Egypt has received an offer of a US$400 million (Dh1.46 billion) loan from an arm of the Islamic Development Bank to help pay for food andpetroleum as it races to close a budget gap after turning down emergency financing from the IMF.
The official Mena news agency reported on Saturday that the funds would be provided by the International Islamic Trade Finance Corporation, an organisation funded by 56 countries in the Muslim world to develop Sharia-compliant funding for commerce.
Egypt has struggled to raise financing since rejecting in June an IMF funding package worth $3bn, a deal it had struck only weeks earlier.
The country's deficit of 129bn Egyptian pounds (Dh79.36bn) deficit for the next financial year is equivalent to 8.6 per cent of GDP, according to the country's ministry of finance.
Egypt could afford to go it alone for only a short period of time, said Jean-Michel Saliba, an economist at Bank of America Merrill Lynch. "They're meeting their external funding requirements by drawing down [international] reserves," he said.
"They're quickly exhausting the domestic funding capacity of the banking system. Even if they could do it this year, it's very difficult for them to be able to repeat it next year," Mr Saliba said. "Sooner or later they're going to run into trouble."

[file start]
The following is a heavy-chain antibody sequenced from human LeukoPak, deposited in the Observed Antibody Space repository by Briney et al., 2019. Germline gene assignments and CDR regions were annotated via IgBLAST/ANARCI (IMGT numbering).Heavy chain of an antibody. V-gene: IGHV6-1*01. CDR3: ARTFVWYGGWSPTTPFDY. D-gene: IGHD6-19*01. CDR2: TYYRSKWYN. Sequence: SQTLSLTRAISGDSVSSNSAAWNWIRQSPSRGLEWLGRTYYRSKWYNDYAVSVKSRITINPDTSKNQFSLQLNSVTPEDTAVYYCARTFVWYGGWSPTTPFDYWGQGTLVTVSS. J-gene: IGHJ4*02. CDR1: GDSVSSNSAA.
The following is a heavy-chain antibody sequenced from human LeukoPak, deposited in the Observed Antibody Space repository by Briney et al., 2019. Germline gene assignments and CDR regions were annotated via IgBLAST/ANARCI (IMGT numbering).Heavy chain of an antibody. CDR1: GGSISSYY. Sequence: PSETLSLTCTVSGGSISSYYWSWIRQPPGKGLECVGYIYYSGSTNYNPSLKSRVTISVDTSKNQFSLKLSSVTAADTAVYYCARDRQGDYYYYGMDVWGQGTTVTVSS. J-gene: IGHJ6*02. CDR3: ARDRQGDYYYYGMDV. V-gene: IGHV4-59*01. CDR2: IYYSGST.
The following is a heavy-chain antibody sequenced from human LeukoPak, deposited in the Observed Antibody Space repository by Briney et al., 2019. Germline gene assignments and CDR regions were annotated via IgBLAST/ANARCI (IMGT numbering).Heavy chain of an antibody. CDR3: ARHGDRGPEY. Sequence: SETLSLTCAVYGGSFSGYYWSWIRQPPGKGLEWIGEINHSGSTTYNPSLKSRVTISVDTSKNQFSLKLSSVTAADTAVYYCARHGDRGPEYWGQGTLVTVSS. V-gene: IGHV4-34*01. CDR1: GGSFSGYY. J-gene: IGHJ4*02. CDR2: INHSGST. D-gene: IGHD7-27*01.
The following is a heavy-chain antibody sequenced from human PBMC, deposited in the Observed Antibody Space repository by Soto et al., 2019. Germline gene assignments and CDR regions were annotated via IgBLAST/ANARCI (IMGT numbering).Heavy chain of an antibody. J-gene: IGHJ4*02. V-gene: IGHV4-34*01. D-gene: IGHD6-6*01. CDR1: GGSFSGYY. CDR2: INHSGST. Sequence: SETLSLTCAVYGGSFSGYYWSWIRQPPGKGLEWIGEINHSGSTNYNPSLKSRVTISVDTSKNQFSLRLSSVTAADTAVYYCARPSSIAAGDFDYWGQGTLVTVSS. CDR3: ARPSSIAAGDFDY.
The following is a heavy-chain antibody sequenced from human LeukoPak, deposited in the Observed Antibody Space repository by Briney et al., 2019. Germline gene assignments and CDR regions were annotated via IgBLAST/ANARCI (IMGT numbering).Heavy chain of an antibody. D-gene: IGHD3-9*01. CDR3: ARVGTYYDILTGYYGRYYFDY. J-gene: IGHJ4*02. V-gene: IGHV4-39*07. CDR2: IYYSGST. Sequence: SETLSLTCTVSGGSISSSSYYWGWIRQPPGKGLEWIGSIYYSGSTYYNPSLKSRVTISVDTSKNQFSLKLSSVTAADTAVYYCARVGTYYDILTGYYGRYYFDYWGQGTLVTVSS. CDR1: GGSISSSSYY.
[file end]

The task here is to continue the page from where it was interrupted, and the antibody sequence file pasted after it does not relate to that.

Egypt's international reserves have dwindled by $14bn since the overthrow of Hosni Mubarak in February. Egypt is the world's largest buyer of wheat and pays a huge bill for subsidies on food.
The North African nation had $22.07bn of foreign reserves at the end of October, a drop of 38.6 per cent since the beginning of the year, according to data from the central bank.
Despite moves by Egypt to distance itself from western aid, members of the Group of Eight have remained supportive of Arab Spring countries, committing $38bn over three years to Egypt, Tunisia, Morocco and Libya.
The US remains committed to Egypt, even as domestic political tensions risk unsettling Egypt's relations with Israel, said Andrew Shapiro, a state department official.
"Now is not the time to add further uncertainty to the region or disrupt our relationship with Egypt. Conditioning assistance risks putting our relations with Egypt in a contentious place at the worst possible moment," he said at a speech to the Washington Institute for Near East Policy.
"The Egyptian people, not just the Egyptian government, view our assistance as symbolic of our support for their country and their transition. At this time of great change, we need to maintain the flexibility to respond to events and adjust our assistance accordingly."
Since Mr Mubarak was forced from the presidency, Egypt has received $500m from Qatar, while the UAE pledged Dh11.01bnof aid in July. Saudi Arabia has granted $500m and is in talks to provide $3.9bn more.
* with agencies